December 10 - Project cargo forwarding has been on a roll in the last few years, but for those forwarders that rely on air freight movements, there are a number of challenges on the horizon that may very well impact on their business model within the next

That is the opinion of Jawad Kamel, founder and CEO of Istanbul-based project forwarder Advance International Transport. 

He says: "The first challenge is the future of outsize, maindeck capacity. This appears to have hit a brick wall. Since the AN-124 burst on the Western freight market in the early 1990s, we have come to rely completely on its gigantic capacity. My company, alone, handled and chartered more than 100 AN-124 and AN-225 flights in a three month peak period after the end of war in Iraq. 

"A replacement for the AN-124 will be required by 2025 or serious maindeck capacity beyond the B747F or any Airbus freighter capacity will vanish. Items which fly now will no longer be flown." 

The second challenge to air freight heavy lift operations is a resurgent heavy lift maritime sector. How long will clients allow forwarders to charter expensive aircraft movements when an equally good but lower-cost sea alternative is available? 

Mr Kamel said: "As a forwarder, I have to say that the sea option is not one to be ignored. Heavy lift shipping lines are investing millions in ships that can handle everything that can go by air. Air supporters will say that this means journeys that take hours by air will take weeks by sea. But I wonder how important the speed air offers really is to our clients? 

"As long as we educate our clients about the slower surface speeds at sea, then most will able to factor in the longer lead time to their building schedules.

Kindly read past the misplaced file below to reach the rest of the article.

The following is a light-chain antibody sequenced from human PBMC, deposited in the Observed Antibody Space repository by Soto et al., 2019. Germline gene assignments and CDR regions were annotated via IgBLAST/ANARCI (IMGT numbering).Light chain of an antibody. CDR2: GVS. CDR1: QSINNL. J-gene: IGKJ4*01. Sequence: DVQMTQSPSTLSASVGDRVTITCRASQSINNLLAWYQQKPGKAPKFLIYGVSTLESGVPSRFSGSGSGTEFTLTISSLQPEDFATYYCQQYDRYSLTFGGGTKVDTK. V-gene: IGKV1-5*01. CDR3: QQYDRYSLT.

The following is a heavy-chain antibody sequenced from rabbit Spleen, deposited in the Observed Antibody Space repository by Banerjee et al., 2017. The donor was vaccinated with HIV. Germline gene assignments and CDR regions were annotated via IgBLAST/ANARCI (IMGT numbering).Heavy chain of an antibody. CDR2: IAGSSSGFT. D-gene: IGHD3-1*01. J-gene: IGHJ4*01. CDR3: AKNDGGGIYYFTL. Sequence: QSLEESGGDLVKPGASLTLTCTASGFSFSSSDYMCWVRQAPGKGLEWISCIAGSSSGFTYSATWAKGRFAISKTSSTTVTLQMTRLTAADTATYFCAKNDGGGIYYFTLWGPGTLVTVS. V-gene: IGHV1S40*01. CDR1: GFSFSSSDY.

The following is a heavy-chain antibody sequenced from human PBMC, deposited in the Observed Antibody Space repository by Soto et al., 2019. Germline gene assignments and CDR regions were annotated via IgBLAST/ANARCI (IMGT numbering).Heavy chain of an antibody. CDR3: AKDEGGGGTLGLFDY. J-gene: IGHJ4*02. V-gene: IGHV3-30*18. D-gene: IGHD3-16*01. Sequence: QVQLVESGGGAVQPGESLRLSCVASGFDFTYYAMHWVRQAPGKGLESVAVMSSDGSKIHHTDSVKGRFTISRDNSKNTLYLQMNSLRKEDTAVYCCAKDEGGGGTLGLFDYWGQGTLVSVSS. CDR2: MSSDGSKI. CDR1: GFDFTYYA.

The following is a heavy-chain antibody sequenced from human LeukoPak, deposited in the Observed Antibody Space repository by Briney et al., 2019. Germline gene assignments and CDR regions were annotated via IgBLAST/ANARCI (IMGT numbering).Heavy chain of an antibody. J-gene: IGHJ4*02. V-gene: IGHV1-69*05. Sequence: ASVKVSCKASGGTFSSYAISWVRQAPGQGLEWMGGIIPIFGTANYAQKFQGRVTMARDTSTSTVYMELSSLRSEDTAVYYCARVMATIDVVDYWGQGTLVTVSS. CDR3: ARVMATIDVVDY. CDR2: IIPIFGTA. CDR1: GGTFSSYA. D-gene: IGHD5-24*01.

"Of course, I understand that aircraft such as AN-124 and AN-225 are proven to be of excellent value for delayed and emergency shipments which can't be moved in time by other modes. They are also of critical importance for landlocked countries to which it is sometimes very difficult, if not impossible to serve overland from the sea port to construction jobsite." 

There can be advantages to channelling heavy lift and project cargo through seaports instead of airports, Mr Kamel considered. 

He says: "Many ports welcome heavy lift consignments while many airports shun them. Getting access to a quayside or in and out of a port is often much easier than getting airside on anything other than a dedicated freight airport. Many heavy lift lines now operate liner services so there is great certainty that a consignment loaded on a ship for a particular port will reach that port and not be diverted." 

In light of recent news that production is about to resume on an upgraded new generation of AN-124s Mr Kamel appealed for words to be put into action. 

He said: "I call on the governments of Russia and Ukraine to develop a new production cycle for a new aircraft. The economies of scale might be difficult, especially for aircraft with such low volume production as heavy lift maindeck capacity. However, without this investment in time and money now, in less than two decades we could see the heavy lift air freight sector grounded."